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PIX 515 and OWA

Posted on 2006-11-09
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Last Modified: 2013-11-16
I have been thown into a situation where I am clueless any help would be GREATLY appriaciated. (There is a long story, and we will keep it at that.) Second I am 100% PIX stupid. Please make sure to give step by step instructions. I have tried to sift through the other posts on this and every setup seems uniqe, I was only able to print the PIX config (using sh run) that follows by following another example posted on this site.

We have a PIX Version 6.3(1) (I know that another post mentioned to update this but I don't think we have support agreement for the PIX, will be checking into that.)  We had our Exchange 2003 server on an internal IP of 192.168.0.15, exhange was removed from this server and moved to 192.168.0.10 (All part of the long story.) Since the move OWA is now broken, we cannot access it from the external IP.  Internal is working at http://192.168.0.10/Exchange/.  I was told the external IP login was this:  http://x.y.163.2/exchange.  Hopefully from this info and the sh run post that follows someone can make sense of it all.  Thanks again for the help!!

sh run
PIX Version 6.3(1)
interface ethernet0 100full
interface ethernet1 100full
interface ethernet2 auto
interface ethernet3 100full
interface ethernet4 auto shutdown
interface ethernet5 auto shutdown
nameif ethernet0 outside security0
nameif ethernet1 inside security100
nameif ethernet2 dmz1 security10
nameif ethernet3 CERTEGY security15
nameif ethernet4 intf4 security20
nameif ethernet5 intf5 security99
enable password P5FIXocFpRQoHto6 encrypted
passwd rNl.20x9JprhuNWV encrypted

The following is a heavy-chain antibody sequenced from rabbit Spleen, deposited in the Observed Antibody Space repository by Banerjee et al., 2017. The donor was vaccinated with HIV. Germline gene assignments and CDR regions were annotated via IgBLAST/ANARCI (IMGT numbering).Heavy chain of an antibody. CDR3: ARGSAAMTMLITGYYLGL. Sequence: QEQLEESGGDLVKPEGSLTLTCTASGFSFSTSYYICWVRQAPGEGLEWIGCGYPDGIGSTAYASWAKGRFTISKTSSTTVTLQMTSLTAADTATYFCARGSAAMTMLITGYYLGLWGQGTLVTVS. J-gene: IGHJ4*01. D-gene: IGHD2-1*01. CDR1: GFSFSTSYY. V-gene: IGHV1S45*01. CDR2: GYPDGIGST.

hostname mydomain-PIX
domain-name mydomain.com
fixup protocol ftp 21
fixup protocol h323 h225 1720
fixup protocol h323 ras 1718-1719
fixup protocol http 80
fixup protocol ils 389
fixup protocol pptp 1723
fixup protocol sip 5060
fixup protocol sip udp 5060
fixup protocol skinny 2000
no fixup protocol smtp 25
fixup protocol sqlnet 1521
no names
access-list certegy-dmz permit icmp any host 192.168.250.2 echo-reply
access-list certegy-dmz permit icmp any host 192.168.250.2 unreachable
access-list certegy-dmz permit icmp any host 192.168.250.2 source-quench
access-list certegy-dmz permit icmp any host 192.168.250.2 redirect
access-list certegy-dmz permit icmp any host 192.168.250.100 echo-reply
access-list certegy-dmz permit icmp any host 192.168.250.100 unreachable
access-list certegy-dmz permit icmp any host 192.168.250.100 source-quench
access-list certegy-dmz permit icmp any host 192.168.250.100 redirect
access-list certegy-dmz permit tcp host 216.189.226.23 host 192.168.250.2 eq 122
10
access-list certegy-dmz permit icmp any host 192.168.0.2 echo-reply
access-list INET permit tcp any host x.y.163.10 eq https
access-list INET permit tcp any host x.y.163.10 eq www
access-list INET permit icmp any any echo-reply
access-list INET permit icmp any any source-quench
access-list INET permit icmp any any unreachable
access-list INET permit gre host x.y.23.98 any
access-list INET permit tcp any host x.y.163.15 eq www
access-list INET permit tcp any host x.y.163.15 eq https
access-list DMZ permit tcp host 192.168.10.2 host 192.168.10.102 eq 7500
access-list DMZ permit udp host 192.168.10.2 host 192.168.10.102 eq 7500
access-list DMZ permit tcp host 192.168.10.2 host 192.168.10.102 eq 7501
access-list DMZ permit udp host 192.168.10.2 host 192.168.10.102 eq 7501
access-list 101 permit ip 192.168.0.0 255.255.255.0 172.16.0.0 255.255.255.0
access-list 101 permit ip 192.168.50.0 255.255.255.0 172.16.0.0 255.255.255.0
access-list 101 permit ip 192.168.100.0 255.255.255.0 172.16.0.0 255.255.255.0
access-list 102 permit ip 192.168.10.0 255.255.255.0 172.16.0.0 255.255.255.0
pager lines 25